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  1. 1. Demand & Supply Monopolies, Oligopolies & Perfect Competition Market failure
  2. 2. <ul><li>The relationship between demand and supply underlie the forces behind the allocation of resources. In market economy theories, demand and supply theory will allocate resources in the most efficient way possible. </li></ul><ul><li>How? Let us take a closer look at the law of demand and the law of supply. </li></ul>Introduction
  3. 3. <ul><li>The Law of Demand   The law of demand states that, if all other factors remain equal, the higher the price of a good, the less people will demand that good. In other words, the higher the price, the lower the quantity demanded. </li></ul>Review
  4. 4. <ul><li>The Law of Supply  Like the law of demand, the law of supply demonstrates the quantities that will be sold at a certain price. But unlike the law of demand, the supply relationship shows an upward slope. This means that the higher the price, the higher the quantity supplied. </li></ul>Review
  5. 5. <ul><li>Equilibrium   When supply and demand are equal (i.e. when the supply function and demand function intersect) the economy is said to be at equilibrium. At this point, the allocation of goods is at its most efficient because the amount of goods being supplied is exactly the same as the amount of goods being demanded. Thus, everyone (individuals, firms, or countries) is satisfied with the current economic condition. At the given price, suppliers are selling all the goods that they have produced and consumers are getting all the goods that they are demanding.  </li></ul>Review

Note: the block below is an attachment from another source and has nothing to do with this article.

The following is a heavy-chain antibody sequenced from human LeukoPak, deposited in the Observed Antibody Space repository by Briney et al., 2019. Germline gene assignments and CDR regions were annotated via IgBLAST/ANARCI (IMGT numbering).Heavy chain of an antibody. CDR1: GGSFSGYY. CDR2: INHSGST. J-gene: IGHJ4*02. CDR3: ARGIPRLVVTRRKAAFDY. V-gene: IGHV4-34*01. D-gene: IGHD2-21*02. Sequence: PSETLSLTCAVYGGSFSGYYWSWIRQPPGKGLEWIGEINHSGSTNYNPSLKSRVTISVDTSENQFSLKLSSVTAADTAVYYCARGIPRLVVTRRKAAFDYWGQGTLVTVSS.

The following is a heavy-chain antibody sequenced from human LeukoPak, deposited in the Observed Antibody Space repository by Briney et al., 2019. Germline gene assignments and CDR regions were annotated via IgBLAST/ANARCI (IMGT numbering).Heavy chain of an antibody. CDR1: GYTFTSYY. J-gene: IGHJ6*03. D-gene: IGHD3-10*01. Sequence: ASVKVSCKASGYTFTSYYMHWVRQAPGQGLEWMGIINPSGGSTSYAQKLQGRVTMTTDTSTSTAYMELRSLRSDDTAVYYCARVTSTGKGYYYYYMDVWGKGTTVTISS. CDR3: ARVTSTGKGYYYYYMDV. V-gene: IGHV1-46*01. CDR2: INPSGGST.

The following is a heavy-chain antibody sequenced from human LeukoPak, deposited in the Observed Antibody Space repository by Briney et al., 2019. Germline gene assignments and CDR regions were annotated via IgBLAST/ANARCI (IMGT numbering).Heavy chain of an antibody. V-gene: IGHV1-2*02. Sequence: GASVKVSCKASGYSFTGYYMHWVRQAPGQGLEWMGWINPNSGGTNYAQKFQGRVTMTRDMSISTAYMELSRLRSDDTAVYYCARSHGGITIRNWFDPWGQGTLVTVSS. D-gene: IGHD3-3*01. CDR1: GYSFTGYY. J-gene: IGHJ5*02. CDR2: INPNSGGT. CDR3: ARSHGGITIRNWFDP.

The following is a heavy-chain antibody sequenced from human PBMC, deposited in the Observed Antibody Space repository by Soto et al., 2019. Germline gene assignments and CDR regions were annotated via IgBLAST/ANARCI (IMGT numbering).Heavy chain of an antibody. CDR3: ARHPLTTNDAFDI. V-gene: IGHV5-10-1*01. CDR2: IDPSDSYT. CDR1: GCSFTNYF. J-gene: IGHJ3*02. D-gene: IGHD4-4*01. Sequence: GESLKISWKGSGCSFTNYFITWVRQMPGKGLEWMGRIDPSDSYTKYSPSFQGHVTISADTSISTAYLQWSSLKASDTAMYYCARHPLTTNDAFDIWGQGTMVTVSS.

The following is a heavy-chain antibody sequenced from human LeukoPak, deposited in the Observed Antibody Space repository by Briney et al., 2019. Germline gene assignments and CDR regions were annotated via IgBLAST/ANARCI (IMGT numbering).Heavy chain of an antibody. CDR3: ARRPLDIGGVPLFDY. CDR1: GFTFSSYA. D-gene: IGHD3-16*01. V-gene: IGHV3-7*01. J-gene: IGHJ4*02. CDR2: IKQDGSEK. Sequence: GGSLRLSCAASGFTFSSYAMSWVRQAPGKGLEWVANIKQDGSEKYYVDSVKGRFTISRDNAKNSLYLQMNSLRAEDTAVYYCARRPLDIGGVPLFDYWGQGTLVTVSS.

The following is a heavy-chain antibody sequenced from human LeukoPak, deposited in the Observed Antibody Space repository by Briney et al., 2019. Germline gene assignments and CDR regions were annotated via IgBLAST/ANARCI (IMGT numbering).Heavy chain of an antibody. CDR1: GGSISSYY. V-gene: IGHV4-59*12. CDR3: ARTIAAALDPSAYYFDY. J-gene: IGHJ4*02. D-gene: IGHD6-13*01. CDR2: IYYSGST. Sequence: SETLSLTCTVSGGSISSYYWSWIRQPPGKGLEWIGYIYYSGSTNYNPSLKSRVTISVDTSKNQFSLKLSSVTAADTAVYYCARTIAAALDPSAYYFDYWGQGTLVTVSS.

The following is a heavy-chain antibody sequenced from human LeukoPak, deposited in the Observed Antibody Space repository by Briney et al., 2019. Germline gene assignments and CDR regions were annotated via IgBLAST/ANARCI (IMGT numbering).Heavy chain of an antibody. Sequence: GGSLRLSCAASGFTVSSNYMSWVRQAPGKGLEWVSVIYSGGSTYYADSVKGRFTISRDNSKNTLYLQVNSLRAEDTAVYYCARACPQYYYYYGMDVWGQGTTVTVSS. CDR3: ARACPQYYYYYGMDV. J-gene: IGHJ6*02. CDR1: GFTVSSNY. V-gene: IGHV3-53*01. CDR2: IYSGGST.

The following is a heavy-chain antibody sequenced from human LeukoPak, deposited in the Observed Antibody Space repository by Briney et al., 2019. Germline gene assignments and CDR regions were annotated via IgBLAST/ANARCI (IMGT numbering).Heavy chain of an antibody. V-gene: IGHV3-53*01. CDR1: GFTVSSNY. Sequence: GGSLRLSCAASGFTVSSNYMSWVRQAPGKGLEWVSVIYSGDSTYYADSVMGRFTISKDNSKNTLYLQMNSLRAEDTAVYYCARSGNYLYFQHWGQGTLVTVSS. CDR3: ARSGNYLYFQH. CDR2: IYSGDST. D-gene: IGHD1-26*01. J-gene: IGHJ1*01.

6. 6. <ul><li>As you can see on the chart, equilibrium occurs at the intersection of the demand and supply curve, which indicates no allocative inefficiency . </li></ul><ul><li>In the real market place equilibrium can only ever be reached in theory, so the prices of goods and services are constantly changing in relation to fluctuations in demand and supply.  </li></ul>Review
  7. 7. <ul><li>Disequilibrium </li></ul><ul><li>Excess Supply    If the price is set too high, excess supply will be created within the economy and there will be allocative inefficiency.  </li></ul>Review
  8. 8. <ul><li>Disequilibrium </li></ul><ul><li>Excess Demand    Excess demand is created when price is set below the equilibrium price. Because the price is so low, too many consumers want the good while producers are not making enough of it. </li></ul>Review
  9. 9. <ul><li>In some industries, there are no substitutes and there is no competition. </li></ul><ul><li>In a market that has only one or few suppliers of a good or service, the producer(s) can control price, meaning that a consumer does not have choice, cannot maximize his or her total utility and has have very little influence over the price of goods.  </li></ul>Review
  10. 10. <ul><li>M onopoly </li></ul><ul><li> A situation in which a single company or group owns all or nearly all of the market for a given type of product or service. By definition, monopoly is characterized by an absence of competition, which often results in high prices and inferior products. </li></ul><ul><li>Oligopoly </li></ul><ul><li> A situation in which a particular market is controlled by a small group of firms. In an oligopoly, there are at least two firms controlling the market. </li></ul>Review